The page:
the making of modern michigan

Browse Collections
Browse by subject
Browse by institution
participating libraries project background
Bloomfield Blossoms: p. 144-145
Smith, Kay, 1925-

Bloomfield Township Public Library

Wing Lake Road (Bloomfield Township, Mich.) -- History

Trees -- Michigan

Frontier and pioneer life -- Michigan -- Bloomfield Township

Item Number

part of 'Bloomfield Blossoms' by Kay Smith

text, image


"OAK OPENINGS" AND A NATURAL BEAUTY ROAD In several places in our history we read that the pioneers were first attracted to our area because they had heard of the "Oak Openings" of Bloomfield. Trees were both a scourge and a boon to the early settlers. If they had to be quickly felled to allow in enough sun for the crops essential to life, they also provided the only building material. In our history, the apple tree's fruit became the basis of our economy for almost a century. Loading apples for the Eastern market and selling them in the rapidly conducted auction there was the most exciting event of each fall. This year residents of Wing Lake Road worked together to have the county designate their road as a "natural beauty road." They researched its history, catalouged every type of flora and fauna and after several public hearings succeeded in having the road so designated in January. The road will be left as much as possible in its present state. Among the trees catalogued on Wing Lake Road were a 184' high black locust and a 129' high scycamore as well as huge oaks and many black walnut trees. Other examples of trees in the Township are a 58' high apple tree, 120 inches in girth on Gilbert Lake, and a 96' red ash, 156" in girth just west of Franklin. A 104' black cherry with a girth of 173" stands on Kensington Road and on the same road a 92' high weeping willow has a girth of 209." Other Bloomfield trees are white ash, catalpa, sweet cherry, dogwood, red mulberry and many species of swamp, red and white oak.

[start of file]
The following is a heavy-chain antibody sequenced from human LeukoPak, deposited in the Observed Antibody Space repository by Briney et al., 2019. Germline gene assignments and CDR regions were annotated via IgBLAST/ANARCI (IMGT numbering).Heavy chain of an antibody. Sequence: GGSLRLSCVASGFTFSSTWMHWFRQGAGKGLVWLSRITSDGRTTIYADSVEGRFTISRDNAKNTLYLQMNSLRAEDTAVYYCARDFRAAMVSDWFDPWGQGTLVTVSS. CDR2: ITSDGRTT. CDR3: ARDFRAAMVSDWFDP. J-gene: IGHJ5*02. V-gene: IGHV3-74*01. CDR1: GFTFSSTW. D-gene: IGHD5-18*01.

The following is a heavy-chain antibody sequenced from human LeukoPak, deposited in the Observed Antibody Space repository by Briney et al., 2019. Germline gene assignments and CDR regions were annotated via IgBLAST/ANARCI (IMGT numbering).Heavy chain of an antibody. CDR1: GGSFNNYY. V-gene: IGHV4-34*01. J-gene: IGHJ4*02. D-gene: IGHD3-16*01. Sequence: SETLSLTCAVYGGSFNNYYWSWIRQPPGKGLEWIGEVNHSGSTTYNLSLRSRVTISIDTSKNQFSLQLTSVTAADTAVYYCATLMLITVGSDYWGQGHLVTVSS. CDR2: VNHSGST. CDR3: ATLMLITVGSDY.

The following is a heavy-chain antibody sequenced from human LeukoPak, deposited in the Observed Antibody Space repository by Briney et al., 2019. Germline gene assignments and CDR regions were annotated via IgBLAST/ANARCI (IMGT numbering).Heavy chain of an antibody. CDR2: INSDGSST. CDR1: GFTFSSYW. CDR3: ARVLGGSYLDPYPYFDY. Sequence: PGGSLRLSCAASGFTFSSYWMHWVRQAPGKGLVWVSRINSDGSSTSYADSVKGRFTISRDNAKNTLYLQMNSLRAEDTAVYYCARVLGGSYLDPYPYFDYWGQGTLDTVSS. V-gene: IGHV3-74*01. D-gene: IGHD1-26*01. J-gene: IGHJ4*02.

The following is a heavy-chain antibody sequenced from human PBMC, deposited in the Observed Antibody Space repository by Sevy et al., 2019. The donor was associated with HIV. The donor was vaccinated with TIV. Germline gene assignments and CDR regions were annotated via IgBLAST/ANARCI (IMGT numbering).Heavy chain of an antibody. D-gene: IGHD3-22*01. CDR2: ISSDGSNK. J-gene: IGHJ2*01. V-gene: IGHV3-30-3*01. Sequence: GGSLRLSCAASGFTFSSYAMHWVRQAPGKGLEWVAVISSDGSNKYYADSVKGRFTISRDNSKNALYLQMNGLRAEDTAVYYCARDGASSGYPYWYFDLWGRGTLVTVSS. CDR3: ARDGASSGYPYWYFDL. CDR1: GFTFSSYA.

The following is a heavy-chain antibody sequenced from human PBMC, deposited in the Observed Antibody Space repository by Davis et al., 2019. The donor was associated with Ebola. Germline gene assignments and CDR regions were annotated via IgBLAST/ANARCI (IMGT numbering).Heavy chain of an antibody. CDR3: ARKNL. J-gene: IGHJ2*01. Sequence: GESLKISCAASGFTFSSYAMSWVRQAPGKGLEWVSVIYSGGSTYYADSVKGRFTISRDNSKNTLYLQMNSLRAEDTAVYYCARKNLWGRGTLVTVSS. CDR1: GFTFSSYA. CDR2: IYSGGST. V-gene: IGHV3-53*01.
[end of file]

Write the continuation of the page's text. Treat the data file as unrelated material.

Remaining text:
Bloomfield Blossoms:  p. 144-145 part 1 Bloomfield Blossoms:  p. 144-145 part 2

The Making of Modern Michigan was funded by the Institute for Museum and Library Services, an independent federal agency that supports the nation's museums and libraries. Through agreement, this site is hosted by the MSU Libraries and therefore is subject to its privacy statement. Please feel free to send any comments regarding this site to